Book Review: Watching the Fed for Fun and Profit

Watching the Federal Reserve for Fun and Profit: A Primer for Investors. 2020. Edward Yardini. YRI Press.

Watching the Federal Reserve for Fun and Profit: A Primer for Investors Provides a detailed explanation of the topic discussed by the economist Edward Yardeni Predicting the markets: a professional biography. His lessons from following and analyzing the Federal Reserve over several decades are summarized in a few hundred pages. Those who read Anticipate the markets He should be aware of his narrative style which guides the readers in a simple and direct manner.

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Yardeni covers all aspects of the Federal Reserve, from its beginnings in 1913 to the present day. It explains in detail the transformations that the institution has undergone in terms of its structure, powers, and the type of individuals who head it. In addition, Yardini explains how the Federal Open Market Committee (FOMC) is formed, how its meetings proceed, who votes for, what data is looked at, and how the resulting policy statement is published.

The author stresses the importance of determining who is powerful within the FOMC, how they influence public opinion, and how the Fed’s policy statement should be read and evaluated in determining the future direction of interest rates. On the question of the exact interpretation of the policy statement, consider what happened in the last quarter of 2018. Dropping two words — “consensual position” — the September 2018 statement created inconsistent communication regarding the future expectations of FOMC members. Investors concluded that a rate tightening was in store, and so it had shaved 20% off the value of major stock indices in less than two months. Markets calmed down after Fed Chair Jerome Powell executed the now famous “Powell Pivot” by requiring the Fed to be “patient” in raising interest rates.

Watching the Fed for fun and profit Detail profiles of the last five Federal Reserve Chairs and describe their thought processes before and after taking office. Yardini explains how philosophy, context, and personal belief systems influence decision-making. These are unique to each Fed Chair. For example, Ben Bernanke acted as he did during the Global Financial Crisis (GFC) because of his understanding of what happened during the Great Depression. The United States and the world could have gone down a different path if someone else had assumed the presidency during the GFC.

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Yardeni helpfully takes readers through a number of important historical events. Among them are the dissolution of the Bretton Woods system, the International Monetary Fund (IMF) dollar rescue package, the shift in monetary policy targeting from the federal funds rate to the money supply, and the Fed’s response to market crashes by bailing out banks and bailing out a variety of companies.

The book contains a wealth of fascinating trivia. For example, it is purely coincidental that Jackson Hole, Wyoming, becomes the permanent destination of the Federal Reserve’s annual economic symposium. Central bank governors, finance ministers, academics and major market participants from around the world attend the event. The little-appreciated Smoot-Hawley Tariff Act of 1930 helped turn an ordinary recession into the Great Depression. At Yale, graduate students still use former Fed chair class notes as an unofficial textbook. One of the chairmen of the Federal Reserve received a presidential request to resign but refused to do so, despite intense pressure. A person once entered the Federal Reserve building with the intent of taking members of the Federal Reserve hostage.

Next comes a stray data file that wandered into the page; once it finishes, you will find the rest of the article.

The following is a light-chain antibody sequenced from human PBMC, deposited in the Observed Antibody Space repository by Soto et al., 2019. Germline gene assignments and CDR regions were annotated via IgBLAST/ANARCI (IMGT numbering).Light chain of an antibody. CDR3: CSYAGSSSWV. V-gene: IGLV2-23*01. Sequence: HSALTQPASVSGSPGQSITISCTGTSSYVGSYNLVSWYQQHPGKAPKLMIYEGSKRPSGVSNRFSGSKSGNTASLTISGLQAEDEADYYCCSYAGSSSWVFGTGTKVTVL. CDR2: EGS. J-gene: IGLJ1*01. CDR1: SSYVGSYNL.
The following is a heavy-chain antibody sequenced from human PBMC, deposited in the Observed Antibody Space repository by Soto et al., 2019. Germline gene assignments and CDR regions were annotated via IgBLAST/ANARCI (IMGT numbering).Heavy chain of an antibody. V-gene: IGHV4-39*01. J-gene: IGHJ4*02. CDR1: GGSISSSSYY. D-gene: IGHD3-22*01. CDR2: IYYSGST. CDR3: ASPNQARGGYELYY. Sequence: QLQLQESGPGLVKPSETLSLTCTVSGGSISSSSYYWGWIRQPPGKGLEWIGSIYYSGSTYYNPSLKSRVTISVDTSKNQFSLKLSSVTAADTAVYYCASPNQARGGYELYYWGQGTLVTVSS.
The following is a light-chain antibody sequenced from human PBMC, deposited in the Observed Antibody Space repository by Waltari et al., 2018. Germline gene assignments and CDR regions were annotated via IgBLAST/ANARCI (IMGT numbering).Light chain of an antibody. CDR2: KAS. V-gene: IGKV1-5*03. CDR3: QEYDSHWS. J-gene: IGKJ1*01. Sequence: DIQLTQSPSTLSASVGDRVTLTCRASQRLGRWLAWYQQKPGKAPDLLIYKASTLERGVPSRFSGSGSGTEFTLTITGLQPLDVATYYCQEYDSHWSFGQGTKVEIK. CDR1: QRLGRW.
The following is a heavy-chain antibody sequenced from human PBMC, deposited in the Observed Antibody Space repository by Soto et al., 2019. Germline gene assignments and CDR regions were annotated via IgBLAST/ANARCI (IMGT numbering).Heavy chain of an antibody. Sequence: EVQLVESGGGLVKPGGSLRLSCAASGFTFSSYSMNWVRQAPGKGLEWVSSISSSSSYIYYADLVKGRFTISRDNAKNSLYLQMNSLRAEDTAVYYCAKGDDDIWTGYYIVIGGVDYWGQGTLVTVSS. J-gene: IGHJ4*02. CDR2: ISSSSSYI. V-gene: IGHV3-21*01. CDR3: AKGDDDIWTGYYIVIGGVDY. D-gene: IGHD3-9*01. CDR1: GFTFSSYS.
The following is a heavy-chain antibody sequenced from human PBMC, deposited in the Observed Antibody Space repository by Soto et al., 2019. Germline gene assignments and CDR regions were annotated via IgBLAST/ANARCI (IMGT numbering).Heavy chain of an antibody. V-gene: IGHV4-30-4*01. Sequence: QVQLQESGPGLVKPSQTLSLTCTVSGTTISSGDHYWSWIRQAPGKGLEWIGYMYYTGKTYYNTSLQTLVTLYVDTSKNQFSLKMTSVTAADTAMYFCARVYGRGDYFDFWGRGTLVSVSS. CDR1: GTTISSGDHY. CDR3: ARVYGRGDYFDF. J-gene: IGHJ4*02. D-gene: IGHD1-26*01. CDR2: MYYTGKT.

The author shows how investors can take profitable positions by anticipating how the Federal Reserve will act. Portfolio managers who read this book likely positioned themselves to benefit from a rebound in risky asset classes during the COVID-19 correction in 2020. Yardini contends that for the past 300 years, central banks have acted as lenders of last resort, and argues that they will continue to do so. He makes clear that there is no point in fighting or speculating about the Fed, regardless of one’s thoughts regarding appropriate monetary policy.

The author touches briefly on unconventional tools that the Fed may use in the future. One example is the Special Treasury Account with the central bank, which can be filled to meet employment and inflation targets. In another timely matter, Yardini expresses doubt that governments and central banks will allow cryptocurrencies to take over the monetary system.

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In summary, Watching the Fed for fun and profit It is a crash course for anyone interested in monetary policy measures, financial markets, and the economy in general. Institutional investors, individual investors, entrepreneurs, policymakers, and students can gain a solid understanding of how the Federal Reserve has acted in the past. This knowledge can help decision makers predict future actions of the Federal Reserve and their associated economic and financial impacts on the market and decide what actions to take accordingly.

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All posts are the opinion of the author. As such, it should not be construed as investment advice, nor do the opinions expressed necessarily reflect the views of the CFA Institute or the author’s employer.

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